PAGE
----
She was returned to Toulon in February 1699 where she was rebuilt.
On 24 August 1704,she took part in the Battle of Velez-Malaga,the largest naval battle in the War of the Spanish Succession.She was under the command of the Chevalier Louis le Roux de Saint-Aubin and d'Infreville,rear admiral of the blue and white squadron of the vanguard.
In July 1707,during the siege of Toulon,Saint-Philippe and her sister were undergoing a refit in the basin of le Mourillion and avoided the scuttling order which affected most of the French ships at Toulon,they were sailed to counter the British attack and used as floating batteries.
The Saint-Philippe was condemned on the 18 August 1714 and dismantled after being retired in the previous year.

Finally a couple of pictures of a 1/48 model of Saint-Philippe built by Michel Margerotte

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NMBROOK

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Now onto the subject that Uwe mentioned in his post,scale.Why 1/36?Well I have worked in many scales with the different types of models I have made,1/700 being the smallest.With wooden models I have predominantly worked in scales around the 1/72 mark.Royal Caroline being an exception at 1/47.
Well,the answer is simply that the plethora of details illustrated in the monograph can be better represented.When working with wood you are limited by the mechanical properties of the material.Invariably things like window frames can be come overthick at smaller scales,too thin and the wood becomes too fragile.Compromises had to be made.Other finer details are often left out as they cannot be represented faithfully.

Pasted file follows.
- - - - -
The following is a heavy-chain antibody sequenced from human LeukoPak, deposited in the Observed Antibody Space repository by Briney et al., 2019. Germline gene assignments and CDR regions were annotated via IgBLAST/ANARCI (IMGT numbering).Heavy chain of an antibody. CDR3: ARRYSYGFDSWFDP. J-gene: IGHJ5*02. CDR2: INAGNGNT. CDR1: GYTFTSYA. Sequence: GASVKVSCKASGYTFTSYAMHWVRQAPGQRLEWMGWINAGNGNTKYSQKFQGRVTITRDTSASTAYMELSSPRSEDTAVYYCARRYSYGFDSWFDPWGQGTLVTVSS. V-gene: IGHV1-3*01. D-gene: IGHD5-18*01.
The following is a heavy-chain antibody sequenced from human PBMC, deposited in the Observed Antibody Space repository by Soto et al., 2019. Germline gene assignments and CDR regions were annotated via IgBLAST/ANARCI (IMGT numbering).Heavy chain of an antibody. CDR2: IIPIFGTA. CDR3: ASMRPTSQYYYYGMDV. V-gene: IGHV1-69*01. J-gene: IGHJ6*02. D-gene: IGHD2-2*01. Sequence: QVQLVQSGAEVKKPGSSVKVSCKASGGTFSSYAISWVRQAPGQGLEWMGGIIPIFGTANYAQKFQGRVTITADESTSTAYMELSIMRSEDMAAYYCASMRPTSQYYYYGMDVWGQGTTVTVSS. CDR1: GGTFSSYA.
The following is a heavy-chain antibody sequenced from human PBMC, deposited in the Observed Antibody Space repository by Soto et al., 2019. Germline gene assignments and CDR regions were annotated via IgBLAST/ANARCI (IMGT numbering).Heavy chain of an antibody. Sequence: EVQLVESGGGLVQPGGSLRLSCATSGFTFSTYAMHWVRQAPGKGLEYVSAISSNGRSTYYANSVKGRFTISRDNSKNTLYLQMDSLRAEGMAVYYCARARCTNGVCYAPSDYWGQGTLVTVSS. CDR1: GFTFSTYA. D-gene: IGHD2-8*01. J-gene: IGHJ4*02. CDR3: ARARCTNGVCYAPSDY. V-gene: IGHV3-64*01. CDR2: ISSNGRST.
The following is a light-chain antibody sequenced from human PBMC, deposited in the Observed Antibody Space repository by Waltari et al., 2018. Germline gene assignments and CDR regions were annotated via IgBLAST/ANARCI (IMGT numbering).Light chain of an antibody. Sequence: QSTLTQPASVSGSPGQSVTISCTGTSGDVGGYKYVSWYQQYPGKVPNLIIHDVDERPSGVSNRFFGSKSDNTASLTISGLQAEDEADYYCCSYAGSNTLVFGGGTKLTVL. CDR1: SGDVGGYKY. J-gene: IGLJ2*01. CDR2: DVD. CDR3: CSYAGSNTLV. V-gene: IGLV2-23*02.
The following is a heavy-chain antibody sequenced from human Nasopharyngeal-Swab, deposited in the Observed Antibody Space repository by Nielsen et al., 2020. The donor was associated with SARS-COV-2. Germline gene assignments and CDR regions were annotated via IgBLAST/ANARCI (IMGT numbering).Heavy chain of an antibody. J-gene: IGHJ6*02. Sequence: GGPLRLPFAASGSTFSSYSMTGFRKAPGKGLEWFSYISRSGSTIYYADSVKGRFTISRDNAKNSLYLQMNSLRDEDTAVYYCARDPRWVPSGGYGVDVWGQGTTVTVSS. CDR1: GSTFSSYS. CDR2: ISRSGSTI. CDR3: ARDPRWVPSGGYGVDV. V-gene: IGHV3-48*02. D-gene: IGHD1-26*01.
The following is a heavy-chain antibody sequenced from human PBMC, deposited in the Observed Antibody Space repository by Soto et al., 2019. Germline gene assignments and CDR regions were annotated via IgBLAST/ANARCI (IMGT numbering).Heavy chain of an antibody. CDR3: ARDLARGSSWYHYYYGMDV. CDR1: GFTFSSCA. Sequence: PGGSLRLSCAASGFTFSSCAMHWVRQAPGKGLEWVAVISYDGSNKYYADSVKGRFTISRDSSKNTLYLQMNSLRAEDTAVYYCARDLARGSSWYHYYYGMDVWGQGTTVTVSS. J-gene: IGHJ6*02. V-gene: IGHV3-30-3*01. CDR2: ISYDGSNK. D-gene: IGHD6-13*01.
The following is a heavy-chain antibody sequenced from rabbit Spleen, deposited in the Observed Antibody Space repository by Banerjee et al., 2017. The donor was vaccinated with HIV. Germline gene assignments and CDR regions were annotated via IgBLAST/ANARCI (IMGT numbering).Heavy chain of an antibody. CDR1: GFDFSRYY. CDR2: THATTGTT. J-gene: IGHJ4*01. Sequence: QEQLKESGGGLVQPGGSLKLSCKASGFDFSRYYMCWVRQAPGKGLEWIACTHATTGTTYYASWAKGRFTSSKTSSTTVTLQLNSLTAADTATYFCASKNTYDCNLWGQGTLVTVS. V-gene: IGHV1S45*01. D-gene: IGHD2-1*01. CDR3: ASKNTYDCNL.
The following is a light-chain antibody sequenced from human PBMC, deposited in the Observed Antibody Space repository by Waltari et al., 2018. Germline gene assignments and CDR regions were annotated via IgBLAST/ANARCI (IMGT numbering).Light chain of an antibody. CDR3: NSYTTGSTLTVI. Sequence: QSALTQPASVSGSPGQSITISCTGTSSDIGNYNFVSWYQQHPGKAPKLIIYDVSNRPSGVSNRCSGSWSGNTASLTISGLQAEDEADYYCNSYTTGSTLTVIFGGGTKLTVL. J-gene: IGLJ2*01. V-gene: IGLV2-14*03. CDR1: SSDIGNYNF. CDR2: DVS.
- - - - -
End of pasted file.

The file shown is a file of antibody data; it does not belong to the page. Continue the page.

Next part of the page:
As I mentioned in my introductory post,this will quite probably be the only build I undertake of this type,so why not go all out and stretch my ability to try and incorporate as many of the finer details as is possible.
Ultimately this will result in a large model,the hull alone will be 1700mm long and the stern from keel to taffrail will be around 500mm.I have the space to build the model and most importantly the space to display the finished article.Having seen a 1/24 model of Nelson's Agamemnon many years ago,nothing really does convey the might or complexity of these wooden behemoths than a large model.
Finally I include some pictures of Alexey Baranov's 1/36 Cumberland.This is his preferred scale for many of the reasons I mention and seeing this model evolve has further inspired me to build a model in this large scale.

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NMBROOK

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Thank you Brian and Knut.
I think a model of this size doesn't necessitate a large workshop but it helps.Yes I will need a permanent build table set up that I can walk all the way around some 2000mm X 600mm.That rules the kitchen table out.Another bench for doing preparation work is a virtual necessity.Beyond that,anything extra is all about saving time if used properly.
I do plan on employing Lean Manufacturing from my day job to try and reduce down time.Time is precious and this is a big project,it would be silly not to look at efficiency of processes so I don't waste it.This is where space does come into play,removing one tool from a shelf and placing it back repetitively can eat away at that precious time.Having not to pack everything away at end of a day also maximises time spent on the model provided the work area is kept clean.

Kind Regards

Nigel
 

Maarten

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Hi Nigel,

Looking forward to this project. I also have this model in mind as a possible new candidate , not in 1:36 but 1:48. Currently building my 1:30 royal Caroline and I agree this scala is creating fantastic posibillities to detail as much as you like.
 

NMBROOK